Is it a necessary need or just a passing whim to consider the digital lifestyle?
To understand how to deal with the digital lifestyle as a reality of our time, let’s view a couple of examples from the past.
When the car became achievable for normal average people, it replaced the horse transportation and created a whole new market.
The agricultural revolution and after that, the industrial revolution did both occur due to innovations. The industrial revolution was a movement that improved the production by replacing human labor with tools. Production got faster, cheaper and with higher quality. It was a significant milestone for economic growth.
The innovations of today have their main focus on the digital world. Without even reflecting anymore, we are all accustomed to making bank transactions on the Internet. Tickets of all kinds you purchase via your laptop or smartphone. With the growth of Uber, ordinary taxis will soon only be a chapter in the history books.
The digital lifestyle is here to stay, with you or without you.
The Internet of Things (IoT) is already called the next Industrial Revolution, and it will change the way all businesses, governments, and consumers interact with the physical world.
Here are some interesting data:
- There will be 34 billion devices with connections to the Internet by 2020, up from 10 billion in 2015.
- By 2006, 6% of the world population was connected to the Internet. For 2010, the figure grew to 26%, and by 2020 almost 100% will have a connection.
- Of the increasing growth of sales of the Internet products and services that we can relate to information and education amount to $126 million per day.
You Can Approach The Digital Lifestyle As A Chameleon Or As A Dinosaur
The digital revolution, like it or not, is taking place here and now. We all have two alternatives to choose among:
- Not accept the new way of doing business and the new automated consumer style, the digital lifestyle, but treat it as a short fashion wave that soon will die out – the dinosaur syndrome.
We all know what happened to the dinosaurs….
- Be a “chameleon,” (these incredible animals changing their skin color depending on the environment), and trying your very best to take advantage of the new digital era.
If you belong to the big group of baby boomers, as I do, born between 1946 and 1964, there are certain hurdles to overcome.
The most important and also the most common reason to close out baby boomers from the digital lifestyle has its roots in the education system where we grew up.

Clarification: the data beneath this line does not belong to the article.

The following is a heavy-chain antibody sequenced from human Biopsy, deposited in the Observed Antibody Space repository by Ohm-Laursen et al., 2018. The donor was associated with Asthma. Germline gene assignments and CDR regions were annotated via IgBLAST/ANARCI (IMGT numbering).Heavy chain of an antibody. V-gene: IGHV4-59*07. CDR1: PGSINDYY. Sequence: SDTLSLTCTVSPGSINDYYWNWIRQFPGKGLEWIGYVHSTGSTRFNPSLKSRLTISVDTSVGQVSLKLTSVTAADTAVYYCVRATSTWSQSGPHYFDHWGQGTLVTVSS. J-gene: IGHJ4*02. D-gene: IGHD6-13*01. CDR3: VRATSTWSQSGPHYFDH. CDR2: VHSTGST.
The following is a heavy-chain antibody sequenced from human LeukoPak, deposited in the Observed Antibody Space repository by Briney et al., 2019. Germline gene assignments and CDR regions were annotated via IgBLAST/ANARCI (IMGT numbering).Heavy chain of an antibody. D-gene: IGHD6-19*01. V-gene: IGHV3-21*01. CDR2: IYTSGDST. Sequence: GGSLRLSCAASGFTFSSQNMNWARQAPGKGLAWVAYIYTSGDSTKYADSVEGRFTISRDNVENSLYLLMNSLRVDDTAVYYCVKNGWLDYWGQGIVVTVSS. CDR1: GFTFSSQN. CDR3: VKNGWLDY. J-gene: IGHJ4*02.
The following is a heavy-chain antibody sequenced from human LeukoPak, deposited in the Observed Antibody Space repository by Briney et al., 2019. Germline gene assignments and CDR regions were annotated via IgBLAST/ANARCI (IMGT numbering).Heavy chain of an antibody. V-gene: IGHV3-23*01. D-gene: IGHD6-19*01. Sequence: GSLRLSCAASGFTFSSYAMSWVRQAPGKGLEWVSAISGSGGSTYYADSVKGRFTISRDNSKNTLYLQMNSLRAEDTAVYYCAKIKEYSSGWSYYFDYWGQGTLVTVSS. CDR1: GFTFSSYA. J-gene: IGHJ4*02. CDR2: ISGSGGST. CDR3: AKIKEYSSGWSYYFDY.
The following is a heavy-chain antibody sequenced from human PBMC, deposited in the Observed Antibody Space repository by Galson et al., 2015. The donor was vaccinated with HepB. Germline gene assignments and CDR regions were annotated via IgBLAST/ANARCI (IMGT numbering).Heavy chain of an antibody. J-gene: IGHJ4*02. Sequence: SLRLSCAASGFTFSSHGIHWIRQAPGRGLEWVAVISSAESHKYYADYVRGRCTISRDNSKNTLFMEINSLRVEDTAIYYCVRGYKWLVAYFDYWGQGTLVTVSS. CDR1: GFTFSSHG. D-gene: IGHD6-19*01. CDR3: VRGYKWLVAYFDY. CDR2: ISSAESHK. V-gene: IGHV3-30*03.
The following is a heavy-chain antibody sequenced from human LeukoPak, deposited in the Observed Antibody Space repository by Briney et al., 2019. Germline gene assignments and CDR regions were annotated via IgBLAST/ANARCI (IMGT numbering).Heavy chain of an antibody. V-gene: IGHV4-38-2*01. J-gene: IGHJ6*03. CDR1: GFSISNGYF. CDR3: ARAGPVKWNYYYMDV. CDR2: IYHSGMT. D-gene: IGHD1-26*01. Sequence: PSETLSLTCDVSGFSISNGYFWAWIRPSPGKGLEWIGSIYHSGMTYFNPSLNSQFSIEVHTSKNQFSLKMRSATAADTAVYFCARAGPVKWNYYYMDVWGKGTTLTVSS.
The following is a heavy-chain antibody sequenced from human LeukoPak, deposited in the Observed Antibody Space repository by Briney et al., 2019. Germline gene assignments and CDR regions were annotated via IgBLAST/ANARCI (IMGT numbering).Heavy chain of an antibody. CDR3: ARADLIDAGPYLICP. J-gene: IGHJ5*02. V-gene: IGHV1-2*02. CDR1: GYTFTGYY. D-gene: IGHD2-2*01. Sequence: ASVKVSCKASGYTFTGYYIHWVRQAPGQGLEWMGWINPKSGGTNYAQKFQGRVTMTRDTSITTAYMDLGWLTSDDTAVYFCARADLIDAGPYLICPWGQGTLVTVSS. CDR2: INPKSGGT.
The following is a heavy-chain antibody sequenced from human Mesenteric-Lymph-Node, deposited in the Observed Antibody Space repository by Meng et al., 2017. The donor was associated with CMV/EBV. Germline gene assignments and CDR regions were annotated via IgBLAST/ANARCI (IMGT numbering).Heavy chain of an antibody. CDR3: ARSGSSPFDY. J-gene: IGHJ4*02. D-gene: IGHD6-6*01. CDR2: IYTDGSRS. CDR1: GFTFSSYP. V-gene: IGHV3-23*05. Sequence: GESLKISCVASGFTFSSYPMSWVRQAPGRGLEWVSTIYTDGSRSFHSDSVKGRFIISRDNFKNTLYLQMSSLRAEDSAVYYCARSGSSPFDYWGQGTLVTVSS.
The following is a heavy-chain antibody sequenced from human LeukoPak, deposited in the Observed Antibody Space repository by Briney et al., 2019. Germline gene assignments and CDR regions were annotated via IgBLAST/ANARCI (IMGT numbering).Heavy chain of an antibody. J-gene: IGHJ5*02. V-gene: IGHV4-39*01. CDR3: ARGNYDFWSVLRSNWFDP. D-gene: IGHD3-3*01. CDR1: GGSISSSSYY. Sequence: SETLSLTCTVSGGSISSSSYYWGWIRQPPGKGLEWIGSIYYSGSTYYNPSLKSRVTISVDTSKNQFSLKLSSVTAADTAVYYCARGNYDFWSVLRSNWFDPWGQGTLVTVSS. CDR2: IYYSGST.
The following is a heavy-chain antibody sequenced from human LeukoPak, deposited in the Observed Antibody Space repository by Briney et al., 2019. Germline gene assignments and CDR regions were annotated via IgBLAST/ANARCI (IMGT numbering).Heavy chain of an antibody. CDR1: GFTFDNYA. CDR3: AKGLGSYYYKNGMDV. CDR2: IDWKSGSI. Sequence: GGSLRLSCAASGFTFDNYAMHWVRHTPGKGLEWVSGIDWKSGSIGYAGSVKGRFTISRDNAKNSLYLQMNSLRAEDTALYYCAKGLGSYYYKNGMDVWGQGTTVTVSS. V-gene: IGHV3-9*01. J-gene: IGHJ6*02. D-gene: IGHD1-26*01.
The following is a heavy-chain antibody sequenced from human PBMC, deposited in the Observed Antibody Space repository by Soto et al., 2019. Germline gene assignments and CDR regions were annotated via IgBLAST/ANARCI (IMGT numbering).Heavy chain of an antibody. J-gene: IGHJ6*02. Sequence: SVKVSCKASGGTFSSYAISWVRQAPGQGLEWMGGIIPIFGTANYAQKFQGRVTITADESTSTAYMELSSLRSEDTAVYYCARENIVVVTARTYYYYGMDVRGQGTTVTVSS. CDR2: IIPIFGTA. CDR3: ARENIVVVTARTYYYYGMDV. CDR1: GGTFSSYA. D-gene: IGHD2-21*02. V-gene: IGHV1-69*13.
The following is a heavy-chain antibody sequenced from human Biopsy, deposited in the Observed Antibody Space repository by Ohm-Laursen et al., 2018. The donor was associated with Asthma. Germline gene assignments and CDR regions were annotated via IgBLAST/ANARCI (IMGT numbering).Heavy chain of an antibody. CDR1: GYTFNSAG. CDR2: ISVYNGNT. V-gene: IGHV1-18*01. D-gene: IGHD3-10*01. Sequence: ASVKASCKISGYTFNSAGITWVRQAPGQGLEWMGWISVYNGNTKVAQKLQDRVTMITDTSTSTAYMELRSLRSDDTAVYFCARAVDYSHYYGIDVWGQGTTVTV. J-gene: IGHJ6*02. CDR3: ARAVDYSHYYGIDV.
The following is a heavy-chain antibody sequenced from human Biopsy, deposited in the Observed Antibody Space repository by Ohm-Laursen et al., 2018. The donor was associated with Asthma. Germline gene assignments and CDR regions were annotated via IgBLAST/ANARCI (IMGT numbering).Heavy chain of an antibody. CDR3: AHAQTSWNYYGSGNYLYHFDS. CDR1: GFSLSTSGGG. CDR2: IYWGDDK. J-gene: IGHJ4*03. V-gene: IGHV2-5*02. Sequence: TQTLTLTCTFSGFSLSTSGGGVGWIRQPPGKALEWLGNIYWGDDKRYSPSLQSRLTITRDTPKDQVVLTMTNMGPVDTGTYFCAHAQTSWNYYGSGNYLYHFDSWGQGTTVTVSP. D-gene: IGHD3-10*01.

To give a professional opinion, advice, and treatment to a person suffering from any disease or illness, it requires many years of medical studies at the University. “So, keep your hands off and do not even try to play the role of a doctor.”
To construct a bridge over a river, you need years of engineering skills. “So, why should you even bother to think about how to build a bridge?”
To be a successful businessperson, you need years of studies in economics and business administration from a well-reputed university or business school. “So,…..well, don’t think about it.”
Nobody will blame you for this way of thinking. It was the way we were educated and indoctrinated. Probably it was the best way of succeeding at that time.
The Digital Lifestyle Changes Everything
Times have changed, and the new digital world is different. Entrepreneurs like Bill Gates, who eagerly developed Windows and making it possible for regular people like you and me to enter the computer world, and Steve Jobs who with the same vision in mind developed the first computer accessible for “normal” people, they have turned up-side-down the mindset to use.
To figure out if you fulfill the attributes of a dinosaur thinking, you will defend yourself with the following set of objections to typical questions about the Internet and digital life:
“ The Internet is not for me. I’m too old for this.”
“ I never got the opportunity to learn these skills at school.”
“ My children and grandchildren use it because they are accustomed to it.”
“ This is something that won’t survive for a long time.”
“ I don’t trust online payments.”
“ I prefer personal service.”
The list can be much longer, but with these few examples, you can probably see the pattern.
The truth is that with the new and disruptive innovations in place, every single person on earth with access to a computer or any other Internet connected device can be a digital “guru,” and you will be it sooner than what you can imagine. But you need to change from a “dinosaur” mindset to the one of a “chameleon.”
A Perfect Lifestyle For Baby Boomers
Although baby boomers often are portrayed as the postwar generation of opportunity and optimism, many boomers worry about retirement and have failed to prepare adequately for the transition from work to retirement. Many boomers are planning to remain in the workforce beyond age 65 for various reasons. If it isn’t for nothing more than a consistent income and a sense of identity could be reason enough.
Even if the income could be a reason to continue working after the retirement, (and indeed it’s a good and valid one), more available free time is another important cause. You would like to enjoy your retirement but work with something on your terms. Something you love to do.
After erasing completely, the “dinosaur” excuses, the next step to take is all about leveraging your passions in life. In a Gallup research, it is found that 2015 only 32% of U.S. workers were engaged at work. It means that they feel a passion for what they are doing. Alarming figure!
Life is too short not to enjoy every single day.
As a typical baby boomer born in an offline world and aging into an online world, this article relates pretty well to what I have gone through in my life. View the short video about my journey and how I became a passionate online marketer.